Recently a customer of ours was introduced to the world of competing interests in online real estate. In short, the customer had registered a trademark in the name of a service it provided, but its competitor registered the exact same name as its domain name. To make matters worse, the name was synonymous with a specific type of service offered in what is considered a very specialised industry. Consequently, online traffic destined for the trademarked customer's company was redirected to the competitor.
This is by no means a novel issue, but it is a growing one. A company’s website is the first port of call for customers looking to gain immediate access to its business, and vice versa. Unfortunately, there remains a lack of understanding among business owners on the importance of the rights and the protections associated with trademarks and domain name registration.
This article will offer some perspective to business owners on the legal implications that can flow from these sorts of issues.
Trademark v domain name
Naturally our customer’s first question was, “Can they do this?” In short, no.
Registering a domain name does not give you proprietary rights to the name. A party that registers a domain name does not own the name but holds a licence to use it for a specified period, subject to terms and conditions. The licence may be revoked by the domain name regulatory body (auDA) in instances of trademark infringement (see Remedies for Infringement below.)
All that is required to register a ‘.com.au’ and/or ‘.net.au’ domain is that it must exactly match or be an acronym or abbreviation of the registrant's company or trading name, trademark, or otherwise be closely and substantially connected to the registrant.
A trademark is defined as:
"a sign used, or intended to be used, to distinguish goods or services provided in the course of trade by a person from goods or services provided by any other person".
The owner of a registered trademark has the exclusive right to use and authorise the use of the trademark in relation to the goods and services for which the trademark was registered.
A registered trademark is a perpetual right which may be sold to or licensed for use to other parties. Following the payment of the registration fee a trademark may be renewed every 10 years, indefinitely.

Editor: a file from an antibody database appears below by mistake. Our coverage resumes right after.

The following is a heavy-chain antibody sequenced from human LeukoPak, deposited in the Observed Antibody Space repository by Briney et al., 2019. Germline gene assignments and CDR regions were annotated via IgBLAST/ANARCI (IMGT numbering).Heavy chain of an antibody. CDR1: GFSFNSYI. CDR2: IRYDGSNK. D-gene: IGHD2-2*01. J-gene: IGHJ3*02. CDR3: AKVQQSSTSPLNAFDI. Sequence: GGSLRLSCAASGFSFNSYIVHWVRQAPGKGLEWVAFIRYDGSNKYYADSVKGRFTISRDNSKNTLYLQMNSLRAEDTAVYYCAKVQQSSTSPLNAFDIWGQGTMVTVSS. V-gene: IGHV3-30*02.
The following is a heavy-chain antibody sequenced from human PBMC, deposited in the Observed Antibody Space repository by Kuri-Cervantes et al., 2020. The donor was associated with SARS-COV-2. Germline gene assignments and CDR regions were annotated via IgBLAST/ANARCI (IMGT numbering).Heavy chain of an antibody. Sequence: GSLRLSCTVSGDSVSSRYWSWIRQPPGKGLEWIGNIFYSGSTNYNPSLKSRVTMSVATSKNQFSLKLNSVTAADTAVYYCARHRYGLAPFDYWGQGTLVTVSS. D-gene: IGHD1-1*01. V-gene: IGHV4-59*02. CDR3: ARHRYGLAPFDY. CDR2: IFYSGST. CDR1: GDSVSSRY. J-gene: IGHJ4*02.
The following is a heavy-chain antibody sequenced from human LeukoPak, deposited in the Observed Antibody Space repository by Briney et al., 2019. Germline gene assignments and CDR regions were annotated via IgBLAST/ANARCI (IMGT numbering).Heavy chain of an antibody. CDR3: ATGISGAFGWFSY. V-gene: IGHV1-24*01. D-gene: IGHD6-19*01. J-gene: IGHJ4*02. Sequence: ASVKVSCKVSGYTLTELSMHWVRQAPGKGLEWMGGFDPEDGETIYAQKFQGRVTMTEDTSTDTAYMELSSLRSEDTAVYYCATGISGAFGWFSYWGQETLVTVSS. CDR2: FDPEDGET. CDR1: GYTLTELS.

The only way to claim ownership of a domain name is to have it trademarked. If the owner’s rights are infringed, then they generally have a right to have a third party remedy the infringement or seek compensation for the loss and damage caused by the infringement.
Remedies for infringement
The auDA: .au Domain Administration Ltd, is the policy authority and industry self-regulatory body for the .au domain space.
The auDA offers a Dispute Resolution Procedure (auDRP) that brand owners can use when their brands, marks and IP are registered by unauthorised third parties.
The purpose of the auDRP is to provide a cheaper, speedier alternative to litigation for the resolution of disputes between the registrant of a ‘.au’ domain name and a party with competing rights in the domain name.
The dispute is handled by an independent provider (the Provider) of dispute resolution services that is approved by the auDA.
Brief outline of the process:
In Australia, some intellectual property rights can exist without registration, such as copyright and unregistered trademarks which have acquired a reputation. In these cases, there are two areas of protection.The first – common law – gives protection to those with a claim to unregistered trademark rights.
The act of ‘passing off’ protects the goodwill or reputation developed from the use of the unregistered trademark by the first trader, where another trader's conduct misleads or confuses a significant number of consumers.
An unregistered trademark does not provide any property rights in the trademark itself. The most common remedy for passing off actions is an injunction ordering the other trader to stop using the trademark and/or damages.
The second area of protection is Misleading and Deceptive Conduct, which prohibits a corporation from engaging in conduct that is misleading or deceptive, or likely to mislead or deceive. The remedy for Misleading and Deceptive Conduct is typically damages.
It is important to note that not every instance of trademark infringement is malicious and can occur by coincidence. More often than not a letter outlining your claim as the trademark owner to the alleged infringer proves to be the most efficient and cost-effective solution - as proved to be the case with our customer.
Nevertheless there will be instances where an apology and the removal of the domain name will not repair the financial damage caused.